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Old 11-22-2003, 03:17 PM
Randy Randy is offline
Join Date: Feb 2003
Posts: 179
November Issue Letter to the Editor

Glenn --

First of all congratulations on the November 2003 issue as a whole, I thought it one of the best overall reads of the five years I have been taking the magazine. Sarah Sze turned out to be a timely choice for the cover and feature, as she earned the coveted MacArthur "Genius" Grant last month. The flow from Ginger Danto's article on Alain Kirili and his connection with David Smith to Robert Morgan's essay on Smith was poignant and pregnant with related themes. Ana Finel Honigman's interview with Toland Grinnell was truly electrifying, and I think a perfect counterpoint to the reverential aura created in the Kirili/Smith pieces. It also was a good follow-up to the interview with the Chapman's from a couple months back. Considering the Tate Modern's gargantuan Turbine Hall series with Anish Kapoor was yet another layer added to the rich mix of concepts and perspectives on sculptural practice. Adding Matthew Barney to that conceptual feast proved the straw which broke my cranium.

I am writing to encourage Sculpture Magazine to take a probing, in-depth look at Barney's sculptural practice, because unlike the great critical coverage of the aforementioned pieces in the issue, Susan Canning's review of Barney's Guggenheim show does not do it justice. Notice, I do not suggest an attempt to review the show with justice, because I'm not sure that's within the purvey of this magazine, nor possibly any magazine or mind on the planet. But Barney is a self-avowed sculptor, and his films and the exhibition presented his sculptural work for review, so I would like to hear what our writers think about the work. And hear their feelings about how it fits into the overall sculptural millieu so brightly illuminated in the November issue.

I did not see the Guggenheim show, but I did get a chance to see Cremaster 3 here in Austin, and I read an article in Art in America from a year or so ago about the latest film. Art in America also reported recently that the Barney show is the Guggenheim's best attended show to date -- even surpassing the much ballyhooed motorcycle show from a few years back. Ms. Canning credits Barney with earning our "fascination" for the incredible scope of his project, but she questions the ability of "mere mortals" to understand its intricacies. She knocks the "blaring spectacle" of "The Order" segment of Cremaster 3, but doesn't acknowledge the incredible emotional and conceptual impact that it had in its context within Cremaster 3.
In the current Chinati Foundation newsletter is a review of Judi Werthein's recent installations from her residency there. One of the pieces, "Word Garland," features a banner with a quotation from Maurice Nicoll's Psychological Commentaries which reads, "Imagine the state of a man who cannot see that his minute knowledge compared with his ignorance is incommensurable." This quotation seems particularly relevant with respect to critiquing Barney. To conclude that Barney's world is a "wet dream" and "self-indulgent" stikes me as simply incommensurate with the Cremaster cycle.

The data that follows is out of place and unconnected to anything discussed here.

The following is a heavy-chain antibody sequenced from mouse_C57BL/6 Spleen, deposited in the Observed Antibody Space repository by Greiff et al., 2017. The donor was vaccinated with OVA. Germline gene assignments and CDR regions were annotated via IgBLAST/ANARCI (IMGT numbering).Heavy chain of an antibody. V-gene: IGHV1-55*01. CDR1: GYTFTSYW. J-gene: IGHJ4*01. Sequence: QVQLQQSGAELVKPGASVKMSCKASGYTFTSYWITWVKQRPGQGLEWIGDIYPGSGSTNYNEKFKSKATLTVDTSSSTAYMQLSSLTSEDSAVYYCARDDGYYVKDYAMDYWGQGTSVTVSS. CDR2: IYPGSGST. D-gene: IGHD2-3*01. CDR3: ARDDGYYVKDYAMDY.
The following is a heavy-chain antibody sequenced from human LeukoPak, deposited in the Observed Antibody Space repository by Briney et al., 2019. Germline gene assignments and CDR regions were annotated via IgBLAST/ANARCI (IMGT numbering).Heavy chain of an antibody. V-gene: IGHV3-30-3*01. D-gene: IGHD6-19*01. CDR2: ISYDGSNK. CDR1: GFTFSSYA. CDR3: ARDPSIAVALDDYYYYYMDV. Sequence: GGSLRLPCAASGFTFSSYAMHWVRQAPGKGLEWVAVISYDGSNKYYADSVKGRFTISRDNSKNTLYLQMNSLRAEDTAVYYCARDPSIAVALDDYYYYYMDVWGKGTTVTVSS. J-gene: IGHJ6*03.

Being an artist means conceiving creative ideas and laboring to bring them to fruition with the tools at one's disposal, then presenting that work to an audience at some venue and having that work subjected to the scrutiny of that audience. The scale of Matthew Barney's creative ideas, the production mechanisms, the means at his disposal, the venue(s) he is presenting his work in and the audience he is receiving COMPLETELY outpaces a single discipline, critical stance or individual audience member who wishes to respond to it in totem. The audacity, financial backing, support network and production capacity that he wields are mind-boggling. "Fascinating" does not begin to acknowledge what the mere existence of this work embodies.

But is it good art? Damned if I know. Who could know? I believe there are aspects of the project that would be an epiphany to any viewer. James Joyce was audacious in creating his own language and thus literary world with Finnegan's Wake. Allusions to it abound in Cremaster 3. But all Joyce needed was a typewriter to create the work that seals his place in literature. Imagine what it took to film just "The Order" segment Canning refers to. What individual with what money and what idea gets Richard Serra to clown for him with vaseline, gets the Guggenheim as his personal climbing wall, gets the Rockettes, or whoever they are, gets the fearsomest hardcore band, Agnostic Front, and on and on and on, and in that absolutely smashing costume of his own design to boot?!? What support staff, what equipment, what post-production!?!

The only analogy missing from Ms. Canning's review that could redeem it, would be to note the biological statistic about the number of sperm cells released during ejaculation to produce the one that fertilizes the egg. 200,000,000 to one or something? Barney's Cremaster cycle is the 200,000,000 viable, potent, thrashing sperms -- a wet dream, YES! Sculpture Mag should focus on the 1,000,000 sculptural aspects of the project as a way to begin to get a handle on the whole Cremaster beast. OK, well at least a few. Barney's project deserves Sculpture Mag's expert scrutiny.

Keep up the great work,
Randy Jewart
Austin, TX, USA
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